Perceiving Without Recognizing
By Martin LeFevre
Apr 9, 2018, 4:55pm

One of the most renowned neuroscientists in the world, Gerald M. Edelman, calls the human brain "the most complicated material object in the known universe." Edelman has advanced a theory about how consciousness develops, a theory which is at once overwhelming and underwhelming.

With regard to the human mind, I am not as interested in what it takes to recognize things, but rather what is required to perceive no-thing. That's a difficult insight to grasp, but I hope to make it clear.

Certainly the way groups of neurons react to certain stimulations and affect perception and behavior is a fascinating field, one that is adding tremendously to our body of knowledge. But the implication that we know what consciousness is because we possess consciousness is the definition of a tautology.

Is there a consciousness not comprised of memories and associations, of synaptic connections in "the remembered present?" When 'normal' consciousness gives way to completely fresh and direct perception, what should we call it?

At the risk of creating another duality, the human brain is capable of two completely different kinds of consciousness--a consciousness rooted in the known, and a consciousness arising from the unknown. The known is memory, experience and knowledge. The unknown is mystery, insight and love. (Duality is negated when one realizes that for true consciousness to be, the known consciousness has to cease operating.)

Edelman calls his theory "neural Darwinism." The cortex contains billions of neurons, and countless more connections between them. In his view, these provide the raw material for the "embodied brain" to confront the "unlabeled world."

That's backasswards. Perceiving without labels (words, images and concepts) is the gateway to the awakened brain.

He empirically argues that there is no "ghost in the machine," and that consciousness is a function of the brain itself. It arises from a complex reciprocal flow of information between groups of neurons, in a process Edelman calls "mapping." The brain learns to avoid some things and select others because various "neuronal groups and paths" are strengthened by experience, and modified by our "value system."

This certainly occurs, and is consciousness, as we know it. But just as certainly it isn't consciousness as we have the capacity for it. Full consciousness requires brains of sufficient size and complexity, but true consciousness does not arise from within the skull anymore than nature does.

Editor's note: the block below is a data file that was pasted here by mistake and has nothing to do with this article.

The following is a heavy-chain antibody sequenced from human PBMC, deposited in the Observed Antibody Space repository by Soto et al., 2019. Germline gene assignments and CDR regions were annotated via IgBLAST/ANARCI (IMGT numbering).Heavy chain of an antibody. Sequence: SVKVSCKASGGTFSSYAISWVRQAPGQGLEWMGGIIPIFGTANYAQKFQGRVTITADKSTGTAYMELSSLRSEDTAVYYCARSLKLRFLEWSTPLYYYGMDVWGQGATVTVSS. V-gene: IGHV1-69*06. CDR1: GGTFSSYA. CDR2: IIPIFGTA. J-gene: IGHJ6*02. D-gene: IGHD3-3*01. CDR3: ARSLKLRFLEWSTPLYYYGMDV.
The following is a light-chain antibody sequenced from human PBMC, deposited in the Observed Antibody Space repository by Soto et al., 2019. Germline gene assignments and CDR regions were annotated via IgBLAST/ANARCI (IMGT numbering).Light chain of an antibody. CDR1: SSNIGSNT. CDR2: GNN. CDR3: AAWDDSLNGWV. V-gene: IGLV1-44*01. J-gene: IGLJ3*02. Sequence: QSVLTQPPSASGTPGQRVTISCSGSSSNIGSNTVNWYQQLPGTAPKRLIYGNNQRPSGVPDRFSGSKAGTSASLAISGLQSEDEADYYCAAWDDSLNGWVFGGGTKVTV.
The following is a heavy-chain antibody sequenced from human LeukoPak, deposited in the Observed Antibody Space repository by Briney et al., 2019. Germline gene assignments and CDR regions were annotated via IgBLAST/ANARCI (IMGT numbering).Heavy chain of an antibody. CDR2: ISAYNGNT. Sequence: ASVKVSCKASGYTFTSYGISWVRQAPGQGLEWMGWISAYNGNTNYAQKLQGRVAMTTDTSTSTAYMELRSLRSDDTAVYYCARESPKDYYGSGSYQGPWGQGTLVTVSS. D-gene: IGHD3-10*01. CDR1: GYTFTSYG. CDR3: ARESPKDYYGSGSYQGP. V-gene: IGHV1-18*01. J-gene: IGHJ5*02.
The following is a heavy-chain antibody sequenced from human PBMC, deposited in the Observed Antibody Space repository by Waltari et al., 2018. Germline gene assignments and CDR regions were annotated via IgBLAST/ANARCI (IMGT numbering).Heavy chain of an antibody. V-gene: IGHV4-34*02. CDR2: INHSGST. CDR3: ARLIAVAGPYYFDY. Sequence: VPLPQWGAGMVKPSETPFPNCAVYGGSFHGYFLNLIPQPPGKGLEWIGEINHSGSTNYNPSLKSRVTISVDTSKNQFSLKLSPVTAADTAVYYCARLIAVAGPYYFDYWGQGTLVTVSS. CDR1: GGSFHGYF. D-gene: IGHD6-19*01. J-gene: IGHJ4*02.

Ironically, though neuroscience has proven there is no overarching self, no supervising entity that chooses what 'I' will see and what won't see, the illusion of the choosing self has grown stronger.

It's telling that Edelman's goal is to replicate this kind of learning and consciousness in machines. He, or one of his intellectual brethren, will probably succeed. And that could well be the end of humanity, unless we awaken a consciousness not based on the content of memory, but on direct perception and insight.

Insight-consciousness is based on a completely different set of principles--not recognition, but perception without recognition; not association, but awareness without remembrance; not labeling, but the stillness of thought.

The mind's mappings determine the old human consciousness, which is being downloaded into computers. 'Un-mapping' and unlearning through awareness and attention allows a new consciousness to emerge, and a future for human beings.

Since there is no overseer in the brain, there is no separation between 'me' and 'my thoughts.' Control and the controller are basic illusions. Intelligence means responding from direct observation, insight and understanding.

Consciousness that orbits a center, that automatically perceives the world through memories and symbols, words and images, can be relegated to machine consciousness. But where does one start to awaken the new consciousness?

I've found that rather than say to oneself, "I'm angry," or "I'm afraid" (unfortunately, many people aren't even that self-aware), it helps to say, "there is anger," or "there is fear." It sounds a little funny, and feels a little strange at first, but it works, by eliminating the separate self from the equation, it allows attention to the dynamic movement o
f thoughts and emotions within to grow.

Intellectually grasping that there is no "supervising soul or self" is a very different thing then emotionally perceiving the illusion of ego, and ceasing to habitually operate from it.

That takes tremendous self-knowing, passive observation and quickness of awareness. It's more than possible; it's become urgently necessary.


Martin LeFevre is a contemplative, and non-academic religious and political philosopher. He welcomes dialogue.

Published with permission of the author. All copyright remains with the author.

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